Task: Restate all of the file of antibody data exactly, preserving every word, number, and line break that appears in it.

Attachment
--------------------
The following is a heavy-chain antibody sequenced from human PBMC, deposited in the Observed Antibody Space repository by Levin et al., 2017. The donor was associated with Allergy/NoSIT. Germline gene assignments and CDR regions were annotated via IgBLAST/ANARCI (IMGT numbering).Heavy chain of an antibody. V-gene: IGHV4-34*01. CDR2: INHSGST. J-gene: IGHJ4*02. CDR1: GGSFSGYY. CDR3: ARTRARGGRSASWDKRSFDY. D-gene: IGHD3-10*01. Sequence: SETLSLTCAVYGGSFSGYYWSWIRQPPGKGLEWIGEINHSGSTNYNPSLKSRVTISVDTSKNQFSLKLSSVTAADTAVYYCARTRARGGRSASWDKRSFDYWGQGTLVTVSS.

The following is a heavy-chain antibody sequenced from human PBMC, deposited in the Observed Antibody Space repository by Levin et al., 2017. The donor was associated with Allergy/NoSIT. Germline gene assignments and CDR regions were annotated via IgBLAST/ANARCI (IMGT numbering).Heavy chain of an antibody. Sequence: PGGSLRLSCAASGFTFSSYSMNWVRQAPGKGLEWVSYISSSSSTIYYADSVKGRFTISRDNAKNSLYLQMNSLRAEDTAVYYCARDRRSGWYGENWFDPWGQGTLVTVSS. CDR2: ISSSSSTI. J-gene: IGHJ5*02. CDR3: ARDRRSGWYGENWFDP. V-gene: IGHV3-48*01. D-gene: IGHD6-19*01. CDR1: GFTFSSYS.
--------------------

The following is a heavy-chain antibody sequenced from human PBMC, deposited in the Observed Antibody Space repository by Levin et al., 2017. The donor was associated with Allergy/NoSIT. Germline gene assignments and CDR regions were annotated via IgBLAST/ANARCI (IMGT numbering).Heavy chain of an antibody. V-gene: IGHV4-34*01. CDR2: INHSGST. J-gene: IGHJ4*02. CDR1: GGSFSGYY. CDR3: ARTRARGGRSASWDKRSFDY. D-gene: IGHD3-10*01. Sequence: SETLSLTCAVYGGSFSGYYWSWIRQPPGKGLEWIGEINHSGSTNYNPSLKSRVTISVDTSKNQFSLKLSSVTAADTAVYYCARTRARGGRSASWDKRSFDYWGQGTLVTVSS.

The following is a heavy-chain antibody sequenced from human PBMC, deposited in the Observed Antibody Space repository by Levin et al., 2017. The donor was associated with Allergy/NoSIT. Germline gene assignments and CDR regions were annotated via IgBLAST/ANARCI (IMGT numbering).Heavy chain of an antibody. Sequence: PGGSLRLSCAASGFTFSSYSMNWVRQAPGKGLEWVSYISSSSSTIYYADSVKGRFTISRDNAKNSLYLQMNSLRAEDTAVYYCARDRRSGWYGENWFDPWGQGTLVTVSS. CDR2: ISSSSSTI. J-gene: IGHJ5*02. CDR3: ARDRRSGWYGENWFDP. V-gene: IGHV3-48*01. D-gene: IGHD6-19*01. CDR1: GFTFSSYS.